The Rise of Fashion: A Reader

By Daniel Leonhard Purdy | Go to book overview

Notes

“The Man of the World”
1. 1. The author of a treatise entitled “The French Cook.”

“Discourse on the Arts and Sciences”
1. Princes always see with Pleasure the Increase of agreeable Arts and Superfluities, which do not occasion the Exportation of Money among their Subjects. For besides that they nourish them in that Littleness of Soul, so proper for Servitude; they know very well, that all those Wants which the People create to themselves, are so many Chains with which they better themselves. Alexander being desirous of keeping the Icthyophagi dependent upon him, obliged them to renounce their Fish Diet, and live upon Food common to other Nations; and the Savages of America, who always go naked, and live on the Produce of their Hunting, could never be conquered. In short, what Yoke can be imposed on Men, who are in want of nothing?
2. It must be observed that this is said of French Theatrical Entertainments, which are conducted with that Decency, and Regard to the Rules of Morality, that is not always to be found on the English Stage.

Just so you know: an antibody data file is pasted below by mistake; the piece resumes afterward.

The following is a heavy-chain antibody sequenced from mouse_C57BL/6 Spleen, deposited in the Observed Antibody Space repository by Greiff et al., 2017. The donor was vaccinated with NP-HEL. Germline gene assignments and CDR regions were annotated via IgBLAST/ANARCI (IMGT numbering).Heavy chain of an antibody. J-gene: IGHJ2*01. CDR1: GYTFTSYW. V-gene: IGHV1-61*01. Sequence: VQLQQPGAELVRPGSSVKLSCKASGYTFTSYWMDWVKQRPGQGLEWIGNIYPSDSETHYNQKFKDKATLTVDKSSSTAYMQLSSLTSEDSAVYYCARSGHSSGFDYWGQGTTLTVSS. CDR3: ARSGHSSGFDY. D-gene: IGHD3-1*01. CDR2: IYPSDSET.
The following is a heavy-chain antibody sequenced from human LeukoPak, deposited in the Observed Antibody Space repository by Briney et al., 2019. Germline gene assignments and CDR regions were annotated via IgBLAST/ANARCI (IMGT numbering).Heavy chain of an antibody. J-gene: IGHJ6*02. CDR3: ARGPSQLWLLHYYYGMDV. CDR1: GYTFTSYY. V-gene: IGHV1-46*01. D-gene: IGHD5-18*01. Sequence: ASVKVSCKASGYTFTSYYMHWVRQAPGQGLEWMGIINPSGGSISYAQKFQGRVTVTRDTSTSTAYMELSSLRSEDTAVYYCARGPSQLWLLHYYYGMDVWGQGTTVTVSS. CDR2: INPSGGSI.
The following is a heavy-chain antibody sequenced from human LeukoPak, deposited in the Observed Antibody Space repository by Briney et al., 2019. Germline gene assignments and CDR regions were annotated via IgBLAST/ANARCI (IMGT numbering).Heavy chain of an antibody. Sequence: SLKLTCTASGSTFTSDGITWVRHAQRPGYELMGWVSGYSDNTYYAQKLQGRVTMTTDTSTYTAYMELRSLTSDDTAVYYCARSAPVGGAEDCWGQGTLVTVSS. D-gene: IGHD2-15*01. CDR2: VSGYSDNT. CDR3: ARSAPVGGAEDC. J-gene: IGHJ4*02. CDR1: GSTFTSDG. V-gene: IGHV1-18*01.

3. We easily see the Allegory of the Fable of Prometheus; and it does not appear, that the Greeks, who chained him down to Caucasus, had a more favorable Opinion of him, than the Egyptians had of their God Tenthus. “The Satyr,” says an ancient Fable, “would fain kiss and embrace Fire the first Time he saw it; but Prometheus cried out to him: “Satyr, thou wilt lament the Loss of thy Beard, for it burns as soon as it is touched.”
4. The less a Man knows, the more he thinks he knows. Did the Peripatetics doubt of any Thing? Has not Descartes constructed the Universe with Cubes and Vertices? And is there at this Day in Europe ever so mean a Naturalist who does not boldly explain that profound Mystery of Electricity, which perhaps will always remain so, in the Opinion of true Philosophers?

-341-

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